Phyllis Schlafly on Women’s Responsibility for Sexual Harassment (1981)

Conservative activist Phyllis Schlafly fought against feminism and other liberal cultural trends for decades. Perhaps most notably, she led the campaign against the Equal Rights Amendment, turning what had seemed an inevitability into a failed effort. Here, she testified before Congress about what she saw as the largely imagined problem of sexual harassment.

My name is Phyllis Schlafly of Alton, Illinois. I am a lawyer, journalist, author, wife and mother of six children, and am appearing here as the volunteer president of EAGLE FORUM, the national organization which has been leading the pro-family movement since 1972. I live in Alton, Illinois. My testimony concerns sexual harassment, the subject of this hearing.

First, let me say that I am excluding from my discussion any reference to criminal acts. Sexual crimes should be punished to the full extent of the law. I rejoice that the U.S. Supreme Court recently upheld a state law against statutory rape, handing down a decision which reaffirms society’s right to treat men and women differently. However, crime is not our subject today.

Non-criminal sexual harassment on the job is not a problem for the virtuous woman except in the rarest of cases. When a woman walks across the room, she speaks with a universal body language that most men intuitively understand. Men hardly ever ask sexual favors of women from whom the certain answer is “no.”

The former Prime Minister of Israel, Golda Meir, once spoke frankly about the relationship of men and women. She spent a lifetime working alongside of men, but she said no man ever told a dirty story in her presence. My experience has been similar to hers. Virtuous women are seldom accosted by unwelcome sexual propositions or familiarities, obscene talk, or profane language.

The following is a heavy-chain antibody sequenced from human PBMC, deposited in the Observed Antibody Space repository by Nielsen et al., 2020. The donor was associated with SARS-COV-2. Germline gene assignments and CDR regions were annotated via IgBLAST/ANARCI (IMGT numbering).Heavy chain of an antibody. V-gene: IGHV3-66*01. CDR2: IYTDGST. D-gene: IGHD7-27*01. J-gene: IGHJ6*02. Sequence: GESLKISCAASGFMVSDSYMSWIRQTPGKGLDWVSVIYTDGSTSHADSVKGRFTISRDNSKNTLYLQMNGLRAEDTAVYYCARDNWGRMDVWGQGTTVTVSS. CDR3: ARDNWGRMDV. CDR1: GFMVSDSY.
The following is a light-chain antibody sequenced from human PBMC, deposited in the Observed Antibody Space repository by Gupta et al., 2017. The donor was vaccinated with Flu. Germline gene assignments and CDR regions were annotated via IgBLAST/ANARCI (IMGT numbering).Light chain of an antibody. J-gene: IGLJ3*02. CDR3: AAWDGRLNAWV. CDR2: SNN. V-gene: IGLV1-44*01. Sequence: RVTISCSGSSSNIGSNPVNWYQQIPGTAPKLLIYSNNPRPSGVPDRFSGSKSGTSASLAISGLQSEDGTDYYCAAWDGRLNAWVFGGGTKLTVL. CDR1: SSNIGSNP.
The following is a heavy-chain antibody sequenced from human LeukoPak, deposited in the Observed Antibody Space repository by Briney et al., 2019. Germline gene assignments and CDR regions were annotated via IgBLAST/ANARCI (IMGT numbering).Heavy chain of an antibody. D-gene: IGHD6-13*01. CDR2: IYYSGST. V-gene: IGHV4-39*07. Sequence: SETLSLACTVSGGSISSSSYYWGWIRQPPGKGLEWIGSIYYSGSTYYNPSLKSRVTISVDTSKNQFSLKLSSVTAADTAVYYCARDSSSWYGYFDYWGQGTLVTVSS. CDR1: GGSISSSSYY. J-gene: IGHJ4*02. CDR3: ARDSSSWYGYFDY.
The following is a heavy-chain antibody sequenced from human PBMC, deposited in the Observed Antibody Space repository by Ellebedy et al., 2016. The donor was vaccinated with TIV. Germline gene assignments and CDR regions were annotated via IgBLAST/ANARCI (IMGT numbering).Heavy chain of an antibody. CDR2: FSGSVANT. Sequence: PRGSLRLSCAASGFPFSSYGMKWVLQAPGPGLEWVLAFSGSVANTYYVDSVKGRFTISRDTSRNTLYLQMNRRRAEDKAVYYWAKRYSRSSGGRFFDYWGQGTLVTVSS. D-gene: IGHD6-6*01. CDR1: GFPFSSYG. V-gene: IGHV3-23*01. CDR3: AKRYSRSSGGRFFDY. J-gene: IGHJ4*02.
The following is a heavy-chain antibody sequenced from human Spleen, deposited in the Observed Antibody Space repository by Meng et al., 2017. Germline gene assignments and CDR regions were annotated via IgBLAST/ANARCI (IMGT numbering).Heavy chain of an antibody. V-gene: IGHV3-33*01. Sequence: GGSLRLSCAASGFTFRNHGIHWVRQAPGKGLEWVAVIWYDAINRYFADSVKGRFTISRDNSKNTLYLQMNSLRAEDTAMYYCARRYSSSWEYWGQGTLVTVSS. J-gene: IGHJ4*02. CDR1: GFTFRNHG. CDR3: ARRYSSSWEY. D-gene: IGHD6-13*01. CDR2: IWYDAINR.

In those rare cases where a virtuous woman finds that sexual harassment is a condition of her employment, the social injustice is real, but as a subject for Congressional concern it is totally dwarfed by the injustice of sexual harassment or intimidation of women in the Armed Services who do not have the freedom to resign. Yet, many of the same people complaining about sexual harassment in the workplace are at the same time promoting the drafting of women alongside of men.

Let’s put this issue in focus. Anyone who is trying to make a “federal case” out of the problem of bosses pinching secretaries, and who at the same time is promoting the drafting of women along with men and/or the full sex-integration of combat assignments in the armed services, is playing political games with the term “sexual harassment.” Nothing in the world would create more sexual harassment than the drafting of 18- to 20-year-old girls into the army. Military policies which force volunteer servicewomen into “nontraditional” assignments have already created a major problem of sexual harassment. Attached to my testimony is a letter from Army Times of May 1979, telling what it is really like in the sex-integrated U.S. Army. The high rate of rape among American troops stationed in Europe is already shocking. (Stars and Stripes said there were 220 rape cases in 1980 involving American GIs stationed in Europe.)